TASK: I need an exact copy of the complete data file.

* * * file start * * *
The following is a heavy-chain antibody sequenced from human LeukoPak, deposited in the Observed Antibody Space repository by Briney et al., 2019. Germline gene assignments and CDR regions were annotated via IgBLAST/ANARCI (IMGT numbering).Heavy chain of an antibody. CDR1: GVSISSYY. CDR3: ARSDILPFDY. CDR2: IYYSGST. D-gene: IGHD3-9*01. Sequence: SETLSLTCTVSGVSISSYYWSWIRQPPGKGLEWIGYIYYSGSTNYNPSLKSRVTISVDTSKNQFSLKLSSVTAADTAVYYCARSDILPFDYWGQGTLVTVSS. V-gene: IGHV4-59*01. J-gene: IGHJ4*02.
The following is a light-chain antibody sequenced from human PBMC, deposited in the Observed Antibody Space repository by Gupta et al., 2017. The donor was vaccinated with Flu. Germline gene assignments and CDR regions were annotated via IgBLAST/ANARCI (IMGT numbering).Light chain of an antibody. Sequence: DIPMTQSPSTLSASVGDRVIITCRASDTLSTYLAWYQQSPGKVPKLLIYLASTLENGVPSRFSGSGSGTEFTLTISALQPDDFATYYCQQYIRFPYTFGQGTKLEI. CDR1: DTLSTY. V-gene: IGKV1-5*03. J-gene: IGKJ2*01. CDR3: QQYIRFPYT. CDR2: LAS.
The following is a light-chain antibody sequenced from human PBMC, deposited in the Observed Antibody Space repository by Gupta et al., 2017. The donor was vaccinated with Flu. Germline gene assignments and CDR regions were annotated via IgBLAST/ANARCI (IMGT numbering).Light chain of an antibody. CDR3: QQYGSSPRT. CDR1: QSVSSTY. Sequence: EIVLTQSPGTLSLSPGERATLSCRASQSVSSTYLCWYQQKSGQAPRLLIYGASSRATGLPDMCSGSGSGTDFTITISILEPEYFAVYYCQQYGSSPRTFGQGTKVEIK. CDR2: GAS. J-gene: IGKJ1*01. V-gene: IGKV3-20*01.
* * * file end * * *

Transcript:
The following is a heavy-chain antibody sequenced from human LeukoPak, deposited in the Observed Antibody Space repository by Briney et al., 2019. Germline gene assignments and CDR regions were annotated via IgBLAST/ANARCI (IMGT numbering).Heavy chain of an antibody. CDR1: GVSISSYY. CDR3: ARSDILPFDY. CDR2: IYYSGST. D-gene: IGHD3-9*01. Sequence: SETLSLTCTVSGVSISSYYWSWIRQPPGKGLEWIGYIYYSGSTNYNPSLKSRVTISVDTSKNQFSLKLSSVTAADTAVYYCARSDILPFDYWGQGTLVTVSS. V-gene: IGHV4-59*01. J-gene: IGHJ4*02.
The following is a light-chain antibody sequenced from human PBMC, deposited in the Observed Antibody Space repository by Gupta et al., 2017. The donor was vaccinated with Flu. Germline gene assignments and CDR regions were annotated via IgBLAST/ANARCI (IMGT numbering).Light chain of an antibody. Sequence: DIPMTQSPSTLSASVGDRVIITCRASDTLSTYLAWYQQSPGKVPKLLIYLASTLENGVPSRFSGSGSGTEFTLTISALQPDDFATYYCQQYIRFPYTFGQGTKLEI. CDR1: DTLSTY. V-gene: IGKV1-5*03. J-gene: IGKJ2*01. CDR3: QQYIRFPYT. CDR2: LAS.
The following is a light-chain antibody sequenced from human PBMC, deposited in the Observed Antibody Space repository by Gupta et al., 2017. The donor was vaccinated with Flu. Germline gene assignments and CDR regions were annotated via IgBLAST/ANARCI (IMGT numbering).Light chain of an antibody. CDR3: QQYGSSPRT. CDR1: QSVSSTY. Sequence: EIVLTQSPGTLSLSPGERATLSCRASQSVSSTYLCWYQQKSGQAPRLLIYGASSRATGLPDMCSGSGSGTDFTITISILEPEYFAVYYCQQYGSSPRTFGQGTKVEIK. CDR2: GAS. J-gene: IGKJ1*01. V-gene: IGKV3-20*01.